Attentive as always to the sentiment of my peers who obsess less about this issue than I do, the past weekend’s flotilla events have only confirmed what Peter Beinart wrote. His words confirm what I and others on Jewschool have long prophesied: young Jews are refusing “to check their liberalism” at Israel’s door.
All week, the reticence of my peers — actively engaged Jews in their 20s and 30s — to have “the Israel conversation” with me has been collapsing. Amazingly, friends who long avoided it. The sudden burst of awareness about Israel’s prohibition of cooking ingredients, toys and minor life amenities in Gaza has undermined sympathy for confroting even rebar-wielding provacateurs. Israel’s international disregard sours in their mouths. The severity of Israel’s recent behavior has shaken so many loose from the inhibitions to say openly and angrily, “What the fuck? How could Israel do that?”
“This has given me so much guilt. What is it about this that is different from what normally goes on there?” asked one friend over brunch.
“It’s like Israel tries to solve every problem with the military,” mourned another friend the night before. An organizer by profession, she smartly asked, “Where can we put political pressure to make this stop?”
“I am giving up on Israel. They can’t ask me to defend this policy,” said another the day before that.
These three are active in young Jewish life in New York City, two of whom have long dodged comment on Israel matters. They stand out as leaders, although they are saying the same as everyone in our cohort. The tide turns from avoidance to anger because of this sad truth: we are all learning to expect nothing better of Israel’s leaders and our American Jewish leaders. We play occupation mad libs every two years:

Israel invaded (place) today, rolling in (number 100-1,000) troops along with aerial strikes. The operation killed (10-1,000) civilians according to Palestinian estimates, (previous number divided by 100) according to the IDF. Israel claimed it was necessary to deter the terrorist (noun) from (verb)ing Israeli citizens which it deems an existential threat to its (noun). Meanwhile, Prime Minister Abbas decried the incident a “massacre” and vowed to pursue all (adjective) legal avenues. (Number 1-10) (noun) rights groups were unanimous in their condemnation of Israel’s actions. The UN representatives of (country), (country) and (country) also denounced the action. Israel accused Palestinian (noun) of using (noun) as human shields, saying “We have the most moral (noun) in the world.” Meanwhile, the peace process is on hold.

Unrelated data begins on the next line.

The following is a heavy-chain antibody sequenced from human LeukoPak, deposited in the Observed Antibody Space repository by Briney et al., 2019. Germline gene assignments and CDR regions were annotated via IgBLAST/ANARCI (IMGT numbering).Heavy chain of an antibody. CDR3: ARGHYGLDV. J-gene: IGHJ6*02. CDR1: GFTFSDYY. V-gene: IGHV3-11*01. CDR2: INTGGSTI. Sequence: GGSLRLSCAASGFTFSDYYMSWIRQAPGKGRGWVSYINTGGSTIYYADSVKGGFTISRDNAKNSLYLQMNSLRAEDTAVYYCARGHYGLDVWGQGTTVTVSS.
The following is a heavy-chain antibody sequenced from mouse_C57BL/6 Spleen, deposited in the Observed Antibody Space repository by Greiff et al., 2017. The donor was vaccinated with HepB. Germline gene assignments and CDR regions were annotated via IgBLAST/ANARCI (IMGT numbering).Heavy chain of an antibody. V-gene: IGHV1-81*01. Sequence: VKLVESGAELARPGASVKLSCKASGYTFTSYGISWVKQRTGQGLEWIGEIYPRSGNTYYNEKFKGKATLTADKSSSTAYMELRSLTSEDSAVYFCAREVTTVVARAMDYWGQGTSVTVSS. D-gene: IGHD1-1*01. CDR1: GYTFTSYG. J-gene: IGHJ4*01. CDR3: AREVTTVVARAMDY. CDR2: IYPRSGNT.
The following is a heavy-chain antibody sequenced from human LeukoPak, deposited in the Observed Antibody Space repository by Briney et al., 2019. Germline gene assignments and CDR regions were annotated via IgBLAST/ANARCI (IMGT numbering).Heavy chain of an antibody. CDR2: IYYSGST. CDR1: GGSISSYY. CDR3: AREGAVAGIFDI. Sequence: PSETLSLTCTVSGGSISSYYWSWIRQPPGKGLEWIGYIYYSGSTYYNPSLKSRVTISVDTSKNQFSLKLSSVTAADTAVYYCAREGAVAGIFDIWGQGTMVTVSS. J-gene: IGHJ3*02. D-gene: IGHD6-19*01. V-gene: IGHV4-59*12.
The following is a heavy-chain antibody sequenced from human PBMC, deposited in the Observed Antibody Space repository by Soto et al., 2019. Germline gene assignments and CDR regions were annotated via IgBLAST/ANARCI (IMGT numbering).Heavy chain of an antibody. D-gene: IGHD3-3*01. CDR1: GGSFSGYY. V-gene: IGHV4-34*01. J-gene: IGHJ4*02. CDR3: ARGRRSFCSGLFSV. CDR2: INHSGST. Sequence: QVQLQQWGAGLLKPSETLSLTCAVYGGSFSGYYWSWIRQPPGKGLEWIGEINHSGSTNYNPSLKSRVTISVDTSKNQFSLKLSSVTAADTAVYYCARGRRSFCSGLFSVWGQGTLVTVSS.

Last week we listened to Israeli government officials passionately whip the American Jewish leadership into an orgy of moral abdication. Sidestepping the sensible answer that the blockade begs deescalation, frothing pro-Israel groups like StandWithUs in America and Im Tirtzu in Israel instead sacrifice Turkey’s alliance. (Or worse, recommends we kill future flotilla passengers!) This blame game jiu jitsu cannot withstand the moral simplicity of this statement: “Israel is starving 1.5 million people.”
We also watched DemocracyNow as guest dignitaries excoriated Israel, milking every red drop of schaftenfreude for every ounce it could diminish Israel’s global standing. Their demogagery was discomforting, their glee palpable. Yet we heard their words perfectly: Israel cannot be awarded impunity for this act, for this blockade, for this occupation. For simply moral reasons (not Israel’ self-interest) this is all untenable.
In Obama’s understated but meaning-laden words, this is “not sustainable.”
Despite my personal imperative to work on this issue until I die, I expect most to avoid it the uglier and more intense matters become. Yet associates from New York’s inner leadership circles are expressing revulsion. Fence sitters and the passionately moderate are taking a stance. To my startled delight, they want to know what they can do. And I have suggestions in spades.
The galvanization of these young Jews to organize against the status quo means they intuitively take aim at a decrepit and stonewalling establishment. “I just can’t wait for the AJC, the ADL, all of them to just collapse,” said the first friend. On the NYC scene, interest in two upcoming progressive events exploded: J Street’s Jeremy Ben-Ami hosts Jeffrey Goldberg and New Israel Fund young supporters discuss the gap between Israel and social justice. I am delighted to see my peers flocking to build Jewish alternatives. There is yet hope.
I pray the organized Jewish leadership heed this warning: Our loyalty is not to Israel, but to the values we thought she was founded on, and our involvement extends only as far as those values blossom. Starving women and children for collective punishment, no matter against what enemy, is abhorent. The blockade must be deescalated, the occupation ended, and our rule over another people released. It’s not just in Israel’s best interests. It’s simply the moral thing to do. If that’s not a path our existing leaders wish to take, then we bid them farewell. A good riddance, from all of us.